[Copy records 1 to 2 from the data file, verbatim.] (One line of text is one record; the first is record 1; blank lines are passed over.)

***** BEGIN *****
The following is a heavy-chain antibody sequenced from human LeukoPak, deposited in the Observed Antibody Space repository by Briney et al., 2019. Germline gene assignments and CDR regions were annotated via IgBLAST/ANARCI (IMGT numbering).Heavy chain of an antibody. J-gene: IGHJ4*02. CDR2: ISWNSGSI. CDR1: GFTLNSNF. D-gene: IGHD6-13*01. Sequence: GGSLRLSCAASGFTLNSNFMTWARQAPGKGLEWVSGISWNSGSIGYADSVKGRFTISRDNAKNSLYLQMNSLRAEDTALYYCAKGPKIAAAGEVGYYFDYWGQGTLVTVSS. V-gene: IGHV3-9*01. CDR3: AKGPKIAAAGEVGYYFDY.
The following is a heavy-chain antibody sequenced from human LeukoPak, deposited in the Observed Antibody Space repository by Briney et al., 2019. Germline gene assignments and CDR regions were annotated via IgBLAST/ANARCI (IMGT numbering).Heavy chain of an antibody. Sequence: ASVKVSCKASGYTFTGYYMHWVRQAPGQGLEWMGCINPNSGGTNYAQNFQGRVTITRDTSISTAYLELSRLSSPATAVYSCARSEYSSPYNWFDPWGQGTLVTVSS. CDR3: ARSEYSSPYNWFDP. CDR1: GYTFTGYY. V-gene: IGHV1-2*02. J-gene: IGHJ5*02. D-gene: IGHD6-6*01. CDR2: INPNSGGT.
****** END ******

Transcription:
The following is a heavy-chain antibody sequenced from human LeukoPak, deposited in the Observed Antibody Space repository by Briney et al., 2019. Germline gene assignments and CDR regions were annotated via IgBLAST/ANARCI (IMGT numbering).Heavy chain of an antibody. J-gene: IGHJ4*02. CDR2: ISWNSGSI. CDR1: GFTLNSNF. D-gene: IGHD6-13*01. Sequence: GGSLRLSCAASGFTLNSNFMTWARQAPGKGLEWVSGISWNSGSIGYADSVKGRFTISRDNAKNSLYLQMNSLRAEDTALYYCAKGPKIAAAGEVGYYFDYWGQGTLVTVSS. V-gene: IGHV3-9*01. CDR3: AKGPKIAAAGEVGYYFDY.
The following is a heavy-chain antibody sequenced from human LeukoPak, deposited in the Observed Antibody Space repository by Briney et al., 2019. Germline gene assignments and CDR regions were annotated via IgBLAST/ANARCI (IMGT numbering).Heavy chain of an antibody. Sequence: ASVKVSCKASGYTFTGYYMHWVRQAPGQGLEWMGCINPNSGGTNYAQNFQGRVTITRDTSISTAYLELSRLSSPATAVYSCARSEYSSPYNWFDPWGQGTLVTVSS. CDR3: ARSEYSSPYNWFDP. CDR1: GYTFTGYY. V-gene: IGHV1-2*02. J-gene: IGHJ5*02. D-gene: IGHD6-6*01. CDR2: INPNSGGT.